Key PPP And EIDL Takeaways Under Bill Released Monday

As we work our way through the several hundred pages of new legislation about to be enacted, here are the key takeaways that are noteworthy and should be of value to PPP borrowers and advisors.

I will be providing more detail in a more thorough blog post sometime tonight or early tomorrow morning.

Also, Brandon Ketron, CPA, J.D., LL.M and I will be giving a free webinar on Tuesday, December 22nd at 9:00 a.m. (EST), outlining these items and more. Email “Round 2” in the subject line to info@gassmanpa.com for an invite to the webinar or replay.

Here are the key takeaways:

EIDL Grants Tax-Free and Will Not Reduce PPP Loan Forgiveness

This new law will provide that the non-repayable EIDL advances are tax-free, and will no longer reduce the amount of PPP loan forgiveness. That is a nice little gift that borrowers can put into their stockings.

EIDL Even More Swell

In addition, there will be a new round of EIDL loan advances to the tune of $20 billion dollars, which is pretty much as good as the second night of Hanukkah. These will go first to the people and businesses who need them the most, probably based upon $1,000 per employee and not exceeding $10,000 per borrower.

MORE FOR YOU

Saving Concert Halls and Venues

Under a new shuttered venue grant provision, concert and music facilities may receive a grant based upon 45% of gross revenue earned during 2019 calendar year, with no requirement that the monies be spent by any particular time. The Act does contain certain restrictions on the use of the funds. For example, compensation paid to anyone independent contractor or employee cannot exceed $100,000 annually, and the funds cannot be used to purchase real estate. Dedicated not for profit employees work long hours with great dedication for such halls and deserve this support.

“It is because I think so much of warm and sensitive hearts, that I would spare them from being wounded.” —Oliver Twist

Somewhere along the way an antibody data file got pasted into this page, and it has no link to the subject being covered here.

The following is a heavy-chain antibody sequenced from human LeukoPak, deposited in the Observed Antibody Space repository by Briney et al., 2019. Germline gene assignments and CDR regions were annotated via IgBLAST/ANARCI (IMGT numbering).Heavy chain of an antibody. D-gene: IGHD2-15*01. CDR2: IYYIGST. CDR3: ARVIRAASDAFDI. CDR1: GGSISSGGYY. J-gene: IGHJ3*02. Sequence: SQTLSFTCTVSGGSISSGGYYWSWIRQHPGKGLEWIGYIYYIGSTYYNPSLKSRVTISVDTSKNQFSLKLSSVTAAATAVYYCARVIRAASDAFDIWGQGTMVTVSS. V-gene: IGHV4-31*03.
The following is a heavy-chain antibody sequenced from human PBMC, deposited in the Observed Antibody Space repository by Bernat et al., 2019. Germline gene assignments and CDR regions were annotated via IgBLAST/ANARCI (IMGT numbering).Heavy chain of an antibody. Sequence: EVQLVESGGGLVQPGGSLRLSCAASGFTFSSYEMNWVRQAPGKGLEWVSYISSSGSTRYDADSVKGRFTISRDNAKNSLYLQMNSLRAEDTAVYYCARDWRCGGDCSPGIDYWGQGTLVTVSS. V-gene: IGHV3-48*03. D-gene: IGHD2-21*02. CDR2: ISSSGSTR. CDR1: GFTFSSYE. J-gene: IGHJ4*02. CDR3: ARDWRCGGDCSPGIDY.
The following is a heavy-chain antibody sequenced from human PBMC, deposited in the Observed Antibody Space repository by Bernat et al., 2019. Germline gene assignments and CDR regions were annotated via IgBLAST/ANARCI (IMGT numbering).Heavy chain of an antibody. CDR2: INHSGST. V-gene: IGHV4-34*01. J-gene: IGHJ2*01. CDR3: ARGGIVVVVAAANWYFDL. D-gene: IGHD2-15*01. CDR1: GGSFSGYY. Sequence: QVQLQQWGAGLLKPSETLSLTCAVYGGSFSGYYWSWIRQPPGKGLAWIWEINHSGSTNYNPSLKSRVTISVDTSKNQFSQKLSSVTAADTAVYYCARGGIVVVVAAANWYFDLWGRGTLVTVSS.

Tax Treatment Corrected

As expected, expenses paid to obtain PPP loan forgiveness will be tax-deductible, and the forgiveness of the PPP loan will not be included in income. This will leave many S corporation shareholders with the inability to deduct expenses paid in 2020 because of the lack of basis in their stock, which will not be increased until forgiveness occurs in 2021. Advisors will need to get the word out that shareholders may need to contribute monies to increase basis before the new year. If you don’t understand this call your accountant before Christmas and stay tuned for future articles. Thanks sincerely to Santa for this one.

The Second Bite at the Apple for Many

The ultimate holiday gift is the second bite of the apple. For most borrowers this will require that gross receipts for a calendar quarter in 2020 were 75% or less of the corresponding quarter in 2019.

In other words, the borrower can compare January through March of 2019 to January through March of 2020, April through June of 2019 to April through June of 2019, July through September of 2019 to July through September of 2020, and October through December of 2019 to October through December of 2020, and if any one of those comparisons passes the 25% reduction test, the new PPP loan can be taken.